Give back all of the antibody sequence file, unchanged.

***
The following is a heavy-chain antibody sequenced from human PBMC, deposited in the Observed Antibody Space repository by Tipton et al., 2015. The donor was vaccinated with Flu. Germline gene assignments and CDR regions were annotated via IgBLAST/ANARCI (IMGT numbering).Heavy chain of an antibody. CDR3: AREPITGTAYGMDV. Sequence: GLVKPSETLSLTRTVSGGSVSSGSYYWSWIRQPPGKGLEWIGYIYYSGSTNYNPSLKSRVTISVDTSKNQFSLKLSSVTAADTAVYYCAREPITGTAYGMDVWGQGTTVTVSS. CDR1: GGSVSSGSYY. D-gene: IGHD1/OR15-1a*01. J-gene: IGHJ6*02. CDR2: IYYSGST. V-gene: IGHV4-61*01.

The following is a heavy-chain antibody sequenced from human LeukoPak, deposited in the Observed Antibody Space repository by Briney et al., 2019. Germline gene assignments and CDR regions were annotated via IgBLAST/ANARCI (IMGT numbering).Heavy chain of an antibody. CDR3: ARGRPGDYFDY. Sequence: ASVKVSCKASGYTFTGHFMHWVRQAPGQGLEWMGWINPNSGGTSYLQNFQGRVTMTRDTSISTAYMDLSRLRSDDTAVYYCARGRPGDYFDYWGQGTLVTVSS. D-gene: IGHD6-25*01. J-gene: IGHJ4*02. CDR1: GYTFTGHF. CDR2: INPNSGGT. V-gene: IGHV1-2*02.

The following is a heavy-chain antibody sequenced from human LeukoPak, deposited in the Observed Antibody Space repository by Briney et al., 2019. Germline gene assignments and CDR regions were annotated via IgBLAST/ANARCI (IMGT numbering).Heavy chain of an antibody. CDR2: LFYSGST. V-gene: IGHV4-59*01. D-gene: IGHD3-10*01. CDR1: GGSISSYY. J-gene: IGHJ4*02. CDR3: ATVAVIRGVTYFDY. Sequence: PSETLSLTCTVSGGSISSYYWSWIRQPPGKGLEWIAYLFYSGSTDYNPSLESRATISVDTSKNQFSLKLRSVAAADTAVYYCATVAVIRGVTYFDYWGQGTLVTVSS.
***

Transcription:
The following is a heavy-chain antibody sequenced from human PBMC, deposited in the Observed Antibody Space repository by Tipton et al., 2015. The donor was vaccinated with Flu. Germline gene assignments and CDR regions were annotated via IgBLAST/ANARCI (IMGT numbering).Heavy chain of an antibody. CDR3: AREPITGTAYGMDV. Sequence: GLVKPSETLSLTRTVSGGSVSSGSYYWSWIRQPPGKGLEWIGYIYYSGSTNYNPSLKSRVTISVDTSKNQFSLKLSSVTAADTAVYYCAREPITGTAYGMDVWGQGTTVTVSS. CDR1: GGSVSSGSYY. D-gene: IGHD1/OR15-1a*01. J-gene: IGHJ6*02. CDR2: IYYSGST. V-gene: IGHV4-61*01.

The following is a heavy-chain antibody sequenced from human LeukoPak, deposited in the Observed Antibody Space repository by Briney et al., 2019. Germline gene assignments and CDR regions were annotated via IgBLAST/ANARCI (IMGT numbering).Heavy chain of an antibody. CDR3: ARGRPGDYFDY. Sequence: ASVKVSCKASGYTFTGHFMHWVRQAPGQGLEWMGWINPNSGGTSYLQNFQGRVTMTRDTSISTAYMDLSRLRSDDTAVYYCARGRPGDYFDYWGQGTLVTVSS. D-gene: IGHD6-25*01. J-gene: IGHJ4*02. CDR1: GYTFTGHF. CDR2: INPNSGGT. V-gene: IGHV1-2*02.

The following is a heavy-chain antibody sequenced from human LeukoPak, deposited in the Observed Antibody Space repository by Briney et al., 2019. Germline gene assignments and CDR regions were annotated via IgBLAST/ANARCI (IMGT numbering).Heavy chain of an antibody. CDR2: LFYSGST. V-gene: IGHV4-59*01. D-gene: IGHD3-10*01. CDR1: GGSISSYY. J-gene: IGHJ4*02. CDR3: ATVAVIRGVTYFDY. Sequence: PSETLSLTCTVSGGSISSYYWSWIRQPPGKGLEWIAYLFYSGSTDYNPSLESRATISVDTSKNQFSLKLRSVAAADTAVYYCATVAVIRGVTYFDYWGQGTLVTVSS.